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Background Indonesia ranks fifth among countries with the highest aggregate levels of tobacco consumption in the world. Infants and children exposed to environmental tobacco smoke have increased rates of asthma, respiratory and ear infections, as well as reduced lung function. The effects of tobacco smoke exposure on lung function in children have been reported to be dependent on the source of smoke and the length and dose of exposure. Lung function may also be affected by a child’s gender and asthma status.
Objective To compare peak expiratory flow (PEF) in pediatric passive smokers to that of children not exposed to second hand smoke, and to define factors that may affect PEF in passive smokers.
Methods In August 2009 we conducted a cross-sectional study at an elementary school in the Langkat district. Subjects were aged 6 to 12 years, and divided into two groups: passive smokers and those not exposed to secondhand smoke. Subjects’ PEFs were measured with a Mini-Wright peak flow meter. Measurements were performed in triplicate with the highest value recorded as the PEF. Demographic data including age, sex, weight, height, family income, parental education levels and occupations were obtained through questionnaires.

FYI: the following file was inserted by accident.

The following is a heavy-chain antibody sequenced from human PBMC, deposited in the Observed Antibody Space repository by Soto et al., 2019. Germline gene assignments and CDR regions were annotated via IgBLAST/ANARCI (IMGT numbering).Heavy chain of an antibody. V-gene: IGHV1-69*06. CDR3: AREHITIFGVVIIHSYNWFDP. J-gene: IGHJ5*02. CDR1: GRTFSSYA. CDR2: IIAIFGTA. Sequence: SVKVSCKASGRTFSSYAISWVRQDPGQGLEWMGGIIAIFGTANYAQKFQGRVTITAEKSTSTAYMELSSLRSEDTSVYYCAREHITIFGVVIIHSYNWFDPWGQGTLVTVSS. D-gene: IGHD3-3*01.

Results Of the 170 participants, 100 were passive smokers and 70 were not exposed to secondhand smoke. Age distribution, weight and height were similar in both groups. We observed a significant difference in PEFs between the group of passive smokers and the group not exposed to secondhand smoke, 211.3 L/minute (SD 61.08) and 242.7 L/minute (SD 77.09), respectively (P < 0.005). The number of years of exposure to smoke (P = 0.079) and the number of cigarettes smoked daily in the household (P = 0.098) did not significantly influence PEF.
Conclusion The PEF in pediatric passive smokers was significantly lower than that of children not exposed to secondhand smoke. PEF in passive smokers was not influenced by the number of years of smoke exposure or the number of cigarettes smoked daily in the household.
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